Prof. Hong was also awarded a Visiting Scholar Fellowship (in residence) at UCLA's Institute of American Cultures (IAC) for the 2021-2022 academic year. She will be housed at the IAC's Asian American Studies Center. As a Visiting Scholar, Prof. Hong will work on her second book project exploring intersections of race, religion, and politics after 1965, present talks from her original research, and participate in IAC events.
Sociology Prof. Mai Thai's project's "Youth Outcomes at the Intersection of Criminal Justice and Education" was awarded a 2021 Haynes Faculty Fellowship. Her research will examine the educational and occupational trajectories of youth who have participated in junior police programs. Read more here!
UEP Prof. Bhavna Shamasunder’s research team was selected for the Robert Wood Johnson Interdisciplinary Leadership Fellowship. Their community-academic partnership—with mark! Lopez (East Yard Communities for EJ) and Dr. Jill Johnston (USC Keck)--is titled, "Get the Lead Out!:" Promoting Community Resilience in the Face of Environmental Injustice." Their project goal is to build resilience in the context long-term lead poisoning. They ask: 1) What are soil lead levels in the community a) in untested homes and b) after state-funded cleanup? 2) What does a community need to build long term resilience and health in the context of pervasive lead contamination from an industrial site? Exide, a lead-acid battery recycling plant in Los Angeles County processed ~40,000 batteries daily. Despite known violations, regulatory agencies allowed the facility to operate on a temporary permit for over 30 years, resulting in a large-scale environmental disaster in a Latinx community already struggling with environmental injustice and health disparities.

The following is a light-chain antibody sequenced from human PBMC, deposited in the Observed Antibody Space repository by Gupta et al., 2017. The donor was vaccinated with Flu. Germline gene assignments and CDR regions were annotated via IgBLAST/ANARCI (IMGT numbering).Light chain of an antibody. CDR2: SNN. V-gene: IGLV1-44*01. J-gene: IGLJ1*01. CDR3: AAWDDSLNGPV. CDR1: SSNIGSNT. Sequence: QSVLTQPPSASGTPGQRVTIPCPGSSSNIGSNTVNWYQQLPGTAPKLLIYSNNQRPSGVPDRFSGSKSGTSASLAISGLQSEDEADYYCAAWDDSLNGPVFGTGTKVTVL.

- Exhibits, Performances, Films, Scripts & Compositions
Theater Prof. Will Power Wylie's new play, Seize the King (a new crazy adaptation of Shakespeare's Richard III) will have its NY premiere this summer in Marcus Garvey Park in Harlem. Produced by Classical Theater of Harlem and directed by the ever-innovative Carl Cofield, the play will run for 4 weeks in July-and the price? Free to all! We hope to see you there!